There seems to be a Toys for Tots drive almost every day this time of year.

But Laura Prince Vom Vos of East Islip had been wondering about older kids in need — the tweens and teens — and what they might be getting each Christmas.

Quite sadly, the answer is often nothing much.

“And they’re just expected to understand,” she said of the kids. “So I wanted to do something where Toys for Tots left off.”

And so she did, keeping in mind how much it meant to her as a girl growing up in East Islip, when, at times, her family needed help from local churches around the holidays.

It was 2009 when Vom Vos first started calling middle and high schools in the area, seeking the names of down-on-their-luck families to help for the holidays.

Eight years later, this Monday, nearly 800 gifts filled up Meg Smith & Associates Real Estate in Bay Shore, where Vom Vos serves as a licensed associate broker.

It was also present pickup day at the real estate office, where for about a month the team shifts much of its energies to collecting, purchasing and wrapping toys for Tidings for Tweens and Teens.

For this year’s drive, volunteers adopted 168 children from 57 families. Each child gets $100 worth of gifts, which is supposed to amount to four gifts each.

The children in need are referred to them from schools, churches and social workers.

Each year, Tidings for Tweens and Teens kicks off with an adoption event, which is followed by a shopping day — using an always generous donation from the Bay Shore Lions Club — then a wrapping party, and lastly, the pickup day where parents will come by the office.

There at the corner office on West Main Street, they’ll find a stack of gifts, wrapped in a bow, with their child’s name on them.

As Vom Vos tells it, the recipients are appreciative, but at the same time usually a bit embarassed.

Still, many will stay for some coffee and cake or cookies — and a chat.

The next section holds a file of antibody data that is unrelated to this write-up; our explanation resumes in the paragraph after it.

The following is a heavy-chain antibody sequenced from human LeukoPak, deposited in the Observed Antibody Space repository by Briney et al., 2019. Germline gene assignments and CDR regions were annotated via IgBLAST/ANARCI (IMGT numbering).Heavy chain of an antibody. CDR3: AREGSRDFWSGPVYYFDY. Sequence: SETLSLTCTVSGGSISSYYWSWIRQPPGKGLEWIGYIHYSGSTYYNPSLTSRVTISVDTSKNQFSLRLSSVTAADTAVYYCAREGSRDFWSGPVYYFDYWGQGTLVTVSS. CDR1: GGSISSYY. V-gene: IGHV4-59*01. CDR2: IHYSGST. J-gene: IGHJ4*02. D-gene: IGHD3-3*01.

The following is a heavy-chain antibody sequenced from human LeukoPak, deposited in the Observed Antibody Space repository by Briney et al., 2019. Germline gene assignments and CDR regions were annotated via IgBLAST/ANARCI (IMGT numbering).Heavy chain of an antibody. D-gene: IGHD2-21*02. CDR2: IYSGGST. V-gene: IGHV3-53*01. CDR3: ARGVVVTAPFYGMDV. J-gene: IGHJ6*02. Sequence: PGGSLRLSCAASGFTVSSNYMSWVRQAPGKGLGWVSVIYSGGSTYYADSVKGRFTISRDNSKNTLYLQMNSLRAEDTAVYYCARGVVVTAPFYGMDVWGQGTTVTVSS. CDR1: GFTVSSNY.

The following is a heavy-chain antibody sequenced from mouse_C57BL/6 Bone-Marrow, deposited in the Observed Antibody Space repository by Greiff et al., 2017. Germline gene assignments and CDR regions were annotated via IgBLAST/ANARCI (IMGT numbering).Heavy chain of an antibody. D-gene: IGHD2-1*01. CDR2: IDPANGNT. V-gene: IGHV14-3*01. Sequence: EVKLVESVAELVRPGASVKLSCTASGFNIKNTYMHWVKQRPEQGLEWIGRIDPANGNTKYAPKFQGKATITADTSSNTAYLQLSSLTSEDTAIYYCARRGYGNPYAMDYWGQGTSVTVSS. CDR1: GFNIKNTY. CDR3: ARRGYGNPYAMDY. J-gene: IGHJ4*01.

“At first we pictured it like a bit of a party day [the present pickup day], but it’s not a party at all,” said Meg Smith, the owner and a licensed broker at Meg Smith & Associates, who’s been involved with the effort all eight years. “People come in and some will sit and it’s very reflective and somber.”

“But in the end they are so thankful, and it does make everybody’s holiday.”

Vom Vos — who has seven kids herself — said the hardest part is learning more about the gift recipients in person, and how much their needs go so far beyond presents for Christmas morning.

“That’s the hard part,” Vom Vos said, choking back tears. “There’s things that you can’t help them with, and that kind of stinks.

“And these are the type of people that wouldn’t normally ask for help.”


Top: (L-R) Realtor Alison Rotella, Laura Prince Vom Vos, and Meg Smith at the Meg Smith and Associates Real Estate office on West Main Street in Bay Shore on Monday. (Credit: Michael White)

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Volunteer Keith Kebe of Malpigli and Associates Insurance Agency, East Islip School District social worker Lisa Yacovone, and Alison Rotella, a realtor at Meg Smith and Associates, at the real estate office in Bay Shore on Monday. (Credit: Michael White)